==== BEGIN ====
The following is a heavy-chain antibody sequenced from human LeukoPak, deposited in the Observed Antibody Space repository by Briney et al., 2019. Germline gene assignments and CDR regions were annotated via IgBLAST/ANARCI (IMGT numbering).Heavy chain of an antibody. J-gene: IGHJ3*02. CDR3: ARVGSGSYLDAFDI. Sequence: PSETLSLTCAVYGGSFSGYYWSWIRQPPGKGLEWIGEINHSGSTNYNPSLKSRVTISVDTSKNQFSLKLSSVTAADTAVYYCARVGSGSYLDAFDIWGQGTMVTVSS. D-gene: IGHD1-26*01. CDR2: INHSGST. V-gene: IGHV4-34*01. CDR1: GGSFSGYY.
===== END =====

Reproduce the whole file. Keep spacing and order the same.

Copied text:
The following is a heavy-chain antibody sequenced from human LeukoPak, deposited in the Observed Antibody Space repository by Briney et al., 2019. Germline gene assignments and CDR regions were annotated via IgBLAST/ANARCI (IMGT numbering).Heavy chain of an antibody. J-gene: IGHJ3*02. CDR3: ARVGSGSYLDAFDI. Sequence: PSETLSLTCAVYGGSFSGYYWSWIRQPPGKGLEWIGEINHSGSTNYNPSLKSRVTISVDTSKNQFSLKLSSVTAADTAVYYCARVGSGSYLDAFDIWGQGTMVTVSS. D-gene: IGHD1-26*01. CDR2: INHSGST. V-gene: IGHV4-34*01. CDR1: GGSFSGYY.